As far as i can recall, other terrian types also have a limited range of 4. Swamps and Forests (or is it woods?). Or bad weather could drop range to 4. But ya, I think you are correct in your theory: big guns are better left to other terrain types. If an event gives you a 6 pounder, sending it to the mountains or swamps may be the best place for it.

Really, the two games you mentioned, CW2 and the WW1 game, are probably the two ageod games where this bad terrain frontage concept matters the least. In Birth of America 2 or AJE, you have much better resources to take advantage of frontage limits. And in those games, concentrating your light elements, say, under Francis Marion in the swamps will probably earn you a nickname if a British column happens to wander your way. :indien:

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Straight Arrow
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Re: A Case for Using Only Pea Shooters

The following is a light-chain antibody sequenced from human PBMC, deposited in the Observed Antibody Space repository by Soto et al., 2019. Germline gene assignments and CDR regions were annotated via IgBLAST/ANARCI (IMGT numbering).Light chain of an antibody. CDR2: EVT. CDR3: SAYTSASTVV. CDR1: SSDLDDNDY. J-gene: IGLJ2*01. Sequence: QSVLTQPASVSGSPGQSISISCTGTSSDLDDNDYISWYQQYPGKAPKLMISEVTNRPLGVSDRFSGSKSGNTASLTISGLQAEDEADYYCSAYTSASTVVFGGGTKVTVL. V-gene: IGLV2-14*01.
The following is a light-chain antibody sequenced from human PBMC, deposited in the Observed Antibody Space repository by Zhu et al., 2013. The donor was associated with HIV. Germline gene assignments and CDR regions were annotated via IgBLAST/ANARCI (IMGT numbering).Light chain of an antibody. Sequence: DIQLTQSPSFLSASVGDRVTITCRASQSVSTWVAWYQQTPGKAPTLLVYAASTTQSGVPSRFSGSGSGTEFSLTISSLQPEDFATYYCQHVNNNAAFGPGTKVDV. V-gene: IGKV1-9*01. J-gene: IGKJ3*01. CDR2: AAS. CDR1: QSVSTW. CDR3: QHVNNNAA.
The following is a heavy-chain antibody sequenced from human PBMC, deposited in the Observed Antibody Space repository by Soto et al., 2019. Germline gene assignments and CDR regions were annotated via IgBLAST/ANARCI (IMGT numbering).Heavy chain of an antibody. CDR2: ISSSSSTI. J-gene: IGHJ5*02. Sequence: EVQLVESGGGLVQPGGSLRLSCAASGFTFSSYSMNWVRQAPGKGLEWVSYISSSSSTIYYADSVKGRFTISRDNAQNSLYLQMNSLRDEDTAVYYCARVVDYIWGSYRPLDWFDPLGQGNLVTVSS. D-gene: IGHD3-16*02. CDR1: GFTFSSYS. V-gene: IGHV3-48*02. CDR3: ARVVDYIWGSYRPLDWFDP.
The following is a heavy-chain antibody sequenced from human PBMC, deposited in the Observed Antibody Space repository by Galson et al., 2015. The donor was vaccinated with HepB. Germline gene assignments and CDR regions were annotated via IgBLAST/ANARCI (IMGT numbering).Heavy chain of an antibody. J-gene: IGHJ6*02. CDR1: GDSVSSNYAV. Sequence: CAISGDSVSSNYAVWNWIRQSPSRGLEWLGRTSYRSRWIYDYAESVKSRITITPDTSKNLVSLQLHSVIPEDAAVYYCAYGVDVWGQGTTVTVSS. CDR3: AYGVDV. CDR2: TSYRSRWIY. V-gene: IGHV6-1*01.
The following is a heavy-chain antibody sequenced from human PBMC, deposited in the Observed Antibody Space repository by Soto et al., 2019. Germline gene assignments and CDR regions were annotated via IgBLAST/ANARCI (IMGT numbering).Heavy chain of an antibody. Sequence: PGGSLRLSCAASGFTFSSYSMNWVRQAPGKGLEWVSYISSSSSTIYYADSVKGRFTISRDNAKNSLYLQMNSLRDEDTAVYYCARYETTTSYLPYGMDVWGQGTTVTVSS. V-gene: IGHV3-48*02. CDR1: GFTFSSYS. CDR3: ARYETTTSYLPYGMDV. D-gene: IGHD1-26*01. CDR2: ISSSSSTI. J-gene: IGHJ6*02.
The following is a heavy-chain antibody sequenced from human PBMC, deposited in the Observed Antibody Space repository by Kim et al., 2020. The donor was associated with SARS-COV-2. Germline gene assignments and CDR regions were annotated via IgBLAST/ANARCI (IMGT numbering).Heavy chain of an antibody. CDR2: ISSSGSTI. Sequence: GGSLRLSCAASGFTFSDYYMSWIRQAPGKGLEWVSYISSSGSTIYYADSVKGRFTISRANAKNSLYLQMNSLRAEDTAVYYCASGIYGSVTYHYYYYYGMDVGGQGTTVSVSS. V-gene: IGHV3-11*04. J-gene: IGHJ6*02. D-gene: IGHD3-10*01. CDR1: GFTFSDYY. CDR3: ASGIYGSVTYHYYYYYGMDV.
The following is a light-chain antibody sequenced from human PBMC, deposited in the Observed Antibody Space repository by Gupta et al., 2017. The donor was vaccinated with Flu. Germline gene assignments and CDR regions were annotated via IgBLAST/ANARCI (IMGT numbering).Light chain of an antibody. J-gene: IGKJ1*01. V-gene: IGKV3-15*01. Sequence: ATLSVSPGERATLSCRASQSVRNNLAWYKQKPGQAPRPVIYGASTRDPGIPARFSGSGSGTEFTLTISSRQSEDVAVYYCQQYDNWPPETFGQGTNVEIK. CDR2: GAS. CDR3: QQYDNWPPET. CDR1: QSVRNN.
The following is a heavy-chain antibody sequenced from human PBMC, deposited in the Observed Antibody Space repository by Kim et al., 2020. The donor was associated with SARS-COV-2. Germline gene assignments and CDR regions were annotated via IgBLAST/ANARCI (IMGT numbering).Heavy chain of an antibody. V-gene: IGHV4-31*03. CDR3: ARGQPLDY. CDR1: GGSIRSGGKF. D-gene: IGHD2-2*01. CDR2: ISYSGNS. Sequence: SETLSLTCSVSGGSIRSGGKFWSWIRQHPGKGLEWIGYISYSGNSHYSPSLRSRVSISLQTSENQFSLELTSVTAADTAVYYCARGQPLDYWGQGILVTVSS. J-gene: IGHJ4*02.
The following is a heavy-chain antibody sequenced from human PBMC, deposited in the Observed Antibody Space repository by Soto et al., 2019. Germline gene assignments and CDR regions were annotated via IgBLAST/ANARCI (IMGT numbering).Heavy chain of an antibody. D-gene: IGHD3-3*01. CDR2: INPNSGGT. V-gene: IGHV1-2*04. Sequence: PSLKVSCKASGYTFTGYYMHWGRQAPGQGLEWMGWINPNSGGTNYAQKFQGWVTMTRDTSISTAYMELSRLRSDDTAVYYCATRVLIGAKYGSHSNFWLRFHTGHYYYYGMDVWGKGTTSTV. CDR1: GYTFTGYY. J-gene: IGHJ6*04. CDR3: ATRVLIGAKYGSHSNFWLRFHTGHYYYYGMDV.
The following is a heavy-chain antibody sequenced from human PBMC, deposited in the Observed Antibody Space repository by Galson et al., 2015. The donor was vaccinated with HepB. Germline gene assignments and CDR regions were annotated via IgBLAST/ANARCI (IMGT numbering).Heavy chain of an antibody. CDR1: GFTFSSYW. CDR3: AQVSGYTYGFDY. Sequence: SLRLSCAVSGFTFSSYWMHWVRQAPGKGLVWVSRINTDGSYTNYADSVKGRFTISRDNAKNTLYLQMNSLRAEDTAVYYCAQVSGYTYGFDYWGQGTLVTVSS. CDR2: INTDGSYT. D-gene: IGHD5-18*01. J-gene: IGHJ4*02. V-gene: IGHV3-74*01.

Tue May 08, 2018 4:02 am

Cardinal Ape wrote:
Straight Arrow wrote:Why? The range in a mountain area is not the normal 99, as in all other areas, but rather a tiny 4.


Oi, good Sir Arrow. Sadly, due to life kicking me in balls several times, I haven't had the time to touch an ageod game since our last bought...



My friend, it's good to hear from you; life is kicking you in the balls, eh?

I suggest yelling, "Fu**k you, I'm Millwall," and fight the knife wielding assassins off with your fists. While doing this, try chanting, "No one likes us. We don't care."

If that doesn’t grab you, go Gurkha. Follow in Bishnu Prasad Shrestha’s footsteps, sit quietly and hand over your wallet when asked. But if the thugs threaten the young lady beside you, stand up and take out your kukri.

https://www.wearethemighty.com/articles ... in-robbery